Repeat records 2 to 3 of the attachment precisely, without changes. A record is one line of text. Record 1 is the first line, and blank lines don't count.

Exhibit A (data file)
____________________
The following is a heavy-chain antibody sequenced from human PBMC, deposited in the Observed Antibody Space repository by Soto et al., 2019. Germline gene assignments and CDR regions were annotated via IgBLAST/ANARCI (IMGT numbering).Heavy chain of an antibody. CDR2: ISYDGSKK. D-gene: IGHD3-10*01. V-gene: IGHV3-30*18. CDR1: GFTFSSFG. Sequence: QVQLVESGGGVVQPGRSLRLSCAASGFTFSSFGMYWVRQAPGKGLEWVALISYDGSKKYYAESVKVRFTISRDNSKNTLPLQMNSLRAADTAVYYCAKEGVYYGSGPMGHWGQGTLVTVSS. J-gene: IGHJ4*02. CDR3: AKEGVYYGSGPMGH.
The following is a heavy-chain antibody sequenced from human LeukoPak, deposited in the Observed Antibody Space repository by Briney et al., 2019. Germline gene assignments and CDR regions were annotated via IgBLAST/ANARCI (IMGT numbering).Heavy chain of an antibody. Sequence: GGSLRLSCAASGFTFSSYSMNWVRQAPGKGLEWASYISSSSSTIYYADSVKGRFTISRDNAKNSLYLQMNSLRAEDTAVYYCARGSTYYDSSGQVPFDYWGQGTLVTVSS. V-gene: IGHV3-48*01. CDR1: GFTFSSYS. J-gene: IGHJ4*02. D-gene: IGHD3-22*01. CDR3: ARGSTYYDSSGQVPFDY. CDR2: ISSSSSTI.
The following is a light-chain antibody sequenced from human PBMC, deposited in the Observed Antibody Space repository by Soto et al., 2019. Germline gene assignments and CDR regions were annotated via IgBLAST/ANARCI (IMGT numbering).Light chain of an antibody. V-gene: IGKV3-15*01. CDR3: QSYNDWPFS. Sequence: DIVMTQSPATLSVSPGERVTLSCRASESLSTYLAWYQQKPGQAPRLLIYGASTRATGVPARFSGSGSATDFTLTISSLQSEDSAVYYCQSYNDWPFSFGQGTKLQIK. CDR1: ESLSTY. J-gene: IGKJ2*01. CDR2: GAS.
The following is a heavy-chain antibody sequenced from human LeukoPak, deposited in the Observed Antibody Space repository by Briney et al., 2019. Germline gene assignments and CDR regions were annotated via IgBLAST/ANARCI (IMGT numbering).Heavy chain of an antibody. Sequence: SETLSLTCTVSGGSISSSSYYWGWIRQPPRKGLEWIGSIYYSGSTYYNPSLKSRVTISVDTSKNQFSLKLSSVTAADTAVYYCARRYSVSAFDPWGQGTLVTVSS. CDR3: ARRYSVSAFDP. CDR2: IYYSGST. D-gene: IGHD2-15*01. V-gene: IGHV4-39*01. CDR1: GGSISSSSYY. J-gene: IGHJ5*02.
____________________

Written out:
The following is a heavy-chain antibody sequenced from human LeukoPak, deposited in the Observed Antibody Space repository by Briney et al., 2019. Germline gene assignments and CDR regions were annotated via IgBLAST/ANARCI (IMGT numbering).Heavy chain of an antibody. Sequence: GGSLRLSCAASGFTFSSYSMNWVRQAPGKGLEWASYISSSSSTIYYADSVKGRFTISRDNAKNSLYLQMNSLRAEDTAVYYCARGSTYYDSSGQVPFDYWGQGTLVTVSS. V-gene: IGHV3-48*01. CDR1: GFTFSSYS. J-gene: IGHJ4*02. D-gene: IGHD3-22*01. CDR3: ARGSTYYDSSGQVPFDY. CDR2: ISSSSSTI.
The following is a light-chain antibody sequenced from human PBMC, deposited in the Observed Antibody Space repository by Soto et al., 2019. Germline gene assignments and CDR regions were annotated via IgBLAST/ANARCI (IMGT numbering).Light chain of an antibody. V-gene: IGKV3-15*01. CDR3: QSYNDWPFS. Sequence: DIVMTQSPATLSVSPGERVTLSCRASESLSTYLAWYQQKPGQAPRLLIYGASTRATGVPARFSGSGSATDFTLTISSLQSEDSAVYYCQSYNDWPFSFGQGTKLQIK. CDR1: ESLSTY. J-gene: IGKJ2*01. CDR2: GAS.